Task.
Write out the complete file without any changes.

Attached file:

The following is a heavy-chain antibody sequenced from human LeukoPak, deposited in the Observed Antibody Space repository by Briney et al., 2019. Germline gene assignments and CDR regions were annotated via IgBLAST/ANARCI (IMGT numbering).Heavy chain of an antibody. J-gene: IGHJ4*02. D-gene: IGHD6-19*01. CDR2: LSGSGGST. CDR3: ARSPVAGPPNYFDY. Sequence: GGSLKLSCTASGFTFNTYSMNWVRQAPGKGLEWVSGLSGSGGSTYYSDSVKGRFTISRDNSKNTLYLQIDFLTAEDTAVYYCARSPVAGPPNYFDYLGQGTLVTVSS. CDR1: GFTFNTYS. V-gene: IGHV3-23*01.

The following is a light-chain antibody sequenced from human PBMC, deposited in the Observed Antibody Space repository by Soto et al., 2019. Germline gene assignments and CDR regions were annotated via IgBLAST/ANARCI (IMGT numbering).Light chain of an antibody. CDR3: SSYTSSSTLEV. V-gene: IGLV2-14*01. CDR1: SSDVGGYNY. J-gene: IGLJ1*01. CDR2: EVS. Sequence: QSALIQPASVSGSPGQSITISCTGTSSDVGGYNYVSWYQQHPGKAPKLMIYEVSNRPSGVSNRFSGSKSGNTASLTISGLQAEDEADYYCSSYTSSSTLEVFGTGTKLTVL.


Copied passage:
The following is a heavy-chain antibody sequenced from human LeukoPak, deposited in the Observed Antibody Space repository by Briney et al., 2019. Germline gene assignments and CDR regions were annotated via IgBLAST/ANARCI (IMGT numbering).Heavy chain of an antibody. J-gene: IGHJ4*02. D-gene: IGHD6-19*01. CDR2: LSGSGGST. CDR3: ARSPVAGPPNYFDY. Sequence: GGSLKLSCTASGFTFNTYSMNWVRQAPGKGLEWVSGLSGSGGSTYYSDSVKGRFTISRDNSKNTLYLQIDFLTAEDTAVYYCARSPVAGPPNYFDYLGQGTLVTVSS. CDR1: GFTFNTYS. V-gene: IGHV3-23*01.

The following is a light-chain antibody sequenced from human PBMC, deposited in the Observed Antibody Space repository by Soto et al., 2019. Germline gene assignments and CDR regions were annotated via IgBLAST/ANARCI (IMGT numbering).Light chain of an antibody. CDR3: SSYTSSSTLEV. V-gene: IGLV2-14*01. CDR1: SSDVGGYNY. J-gene: IGLJ1*01. CDR2: EVS. Sequence: QSALIQPASVSGSPGQSITISCTGTSSDVGGYNYVSWYQQHPGKAPKLMIYEVSNRPSGVSNRFSGSKSGNTASLTISGLQAEDEADYYCSSYTSSSTLEVFGTGTKLTVL.